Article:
Dataset: Space as a resource for predatory gastropods on Heron Island Reef, Great Barrier Reef


Description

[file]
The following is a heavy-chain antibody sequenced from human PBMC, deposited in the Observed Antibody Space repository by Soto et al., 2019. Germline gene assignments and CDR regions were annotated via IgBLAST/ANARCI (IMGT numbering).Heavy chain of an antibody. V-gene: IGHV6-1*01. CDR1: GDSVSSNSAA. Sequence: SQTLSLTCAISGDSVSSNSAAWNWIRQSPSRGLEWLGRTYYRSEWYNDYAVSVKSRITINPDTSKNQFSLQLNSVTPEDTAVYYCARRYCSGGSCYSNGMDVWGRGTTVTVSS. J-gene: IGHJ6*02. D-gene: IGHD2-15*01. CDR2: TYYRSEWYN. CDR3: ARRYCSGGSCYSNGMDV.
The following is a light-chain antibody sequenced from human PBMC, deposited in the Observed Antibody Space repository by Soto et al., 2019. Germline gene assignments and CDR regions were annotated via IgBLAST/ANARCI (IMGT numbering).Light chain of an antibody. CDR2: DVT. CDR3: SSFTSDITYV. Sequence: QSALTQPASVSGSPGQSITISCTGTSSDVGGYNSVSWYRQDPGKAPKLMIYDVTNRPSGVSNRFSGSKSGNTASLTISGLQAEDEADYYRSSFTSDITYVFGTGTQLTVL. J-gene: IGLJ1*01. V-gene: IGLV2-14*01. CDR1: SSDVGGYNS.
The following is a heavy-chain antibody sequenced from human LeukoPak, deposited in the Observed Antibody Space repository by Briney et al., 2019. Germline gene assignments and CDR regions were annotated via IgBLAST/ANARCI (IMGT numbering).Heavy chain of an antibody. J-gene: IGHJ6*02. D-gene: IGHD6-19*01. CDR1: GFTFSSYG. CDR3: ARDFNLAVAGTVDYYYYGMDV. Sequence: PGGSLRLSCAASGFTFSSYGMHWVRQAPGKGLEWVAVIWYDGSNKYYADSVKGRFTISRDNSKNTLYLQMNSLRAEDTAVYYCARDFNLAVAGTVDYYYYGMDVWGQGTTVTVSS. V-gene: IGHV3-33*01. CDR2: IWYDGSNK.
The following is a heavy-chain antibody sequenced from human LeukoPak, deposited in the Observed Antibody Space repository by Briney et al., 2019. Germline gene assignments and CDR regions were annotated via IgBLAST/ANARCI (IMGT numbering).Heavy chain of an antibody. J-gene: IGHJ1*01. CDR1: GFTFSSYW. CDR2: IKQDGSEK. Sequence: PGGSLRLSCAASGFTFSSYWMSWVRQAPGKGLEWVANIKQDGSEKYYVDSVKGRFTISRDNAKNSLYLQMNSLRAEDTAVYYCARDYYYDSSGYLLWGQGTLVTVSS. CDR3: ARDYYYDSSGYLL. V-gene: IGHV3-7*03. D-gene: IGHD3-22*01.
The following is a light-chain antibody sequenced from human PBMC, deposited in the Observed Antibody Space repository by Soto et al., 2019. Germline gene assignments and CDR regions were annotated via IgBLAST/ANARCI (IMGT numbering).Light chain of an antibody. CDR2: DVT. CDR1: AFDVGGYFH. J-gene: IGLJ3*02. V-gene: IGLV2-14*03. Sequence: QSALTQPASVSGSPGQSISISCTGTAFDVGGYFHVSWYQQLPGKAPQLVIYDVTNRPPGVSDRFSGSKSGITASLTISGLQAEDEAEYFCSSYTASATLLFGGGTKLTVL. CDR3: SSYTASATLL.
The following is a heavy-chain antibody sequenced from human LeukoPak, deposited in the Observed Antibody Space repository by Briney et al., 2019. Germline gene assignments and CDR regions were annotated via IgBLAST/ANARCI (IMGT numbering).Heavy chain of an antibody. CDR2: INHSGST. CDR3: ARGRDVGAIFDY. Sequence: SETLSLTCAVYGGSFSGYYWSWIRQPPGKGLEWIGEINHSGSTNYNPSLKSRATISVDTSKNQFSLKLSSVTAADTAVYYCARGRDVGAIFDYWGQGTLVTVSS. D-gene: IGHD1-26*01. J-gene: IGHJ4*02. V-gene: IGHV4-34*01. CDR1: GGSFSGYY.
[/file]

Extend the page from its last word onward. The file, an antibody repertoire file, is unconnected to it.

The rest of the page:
Data on worm-eating gastropod microhabitat use and abundance within microhabitats were collected along transects located on the Heron Island Reef crest between November 1975 and June 1978. All transects were placed parallel with the reef edge within the study area, which was 10-40 m wide by about 1,500 m long, bounded by a rim of coral and coralline algae to seaward and inshore by a rubble bank. The study area was approximately 50 cm above MLW, but remained covered at low tide due to runoff from the reef lagoon.A series of transects were sampled over a period of 4-8 weeks on three occasions: November 1975 (25 transects); June 1978 (20 transects); and June 1978 (20 transects). Each 10 x 1 m transect was divided into forty 0.25 m² quadrats, with 20 quadrats on each side of a 10 m chain. The first two samples were made during daylight low tides and the June 1978 sample was taken on night low tides. Within each transect an estimate of the substratum composition was made by recording the microhabitat type under every 10th link in the chain (17 cm between points). Gastropod use of these microhabitat types was recorded by noting the microhabitat type occupied by each snail, in addition to its species and shell length to the nearest 0.1 mm. All predatory gastropods found in and near the transects were collected in order to determine the gastropods' diets by faecal sample analysis. These gastropods were subsequently returned to within 30 m of their collection sites.Microhabitat resource use was quantified by calculating niche breadth and overlap estimates for all species with numbers of individuals not less than five. These estimates were calculated separately for the November 1975, June 1977 and June 1978 samples.\n This study of a gastropod assemblage was designed to determine if microhabitat space was a limiting resource at habitat level for predatory gastropods on coral reefs.\n

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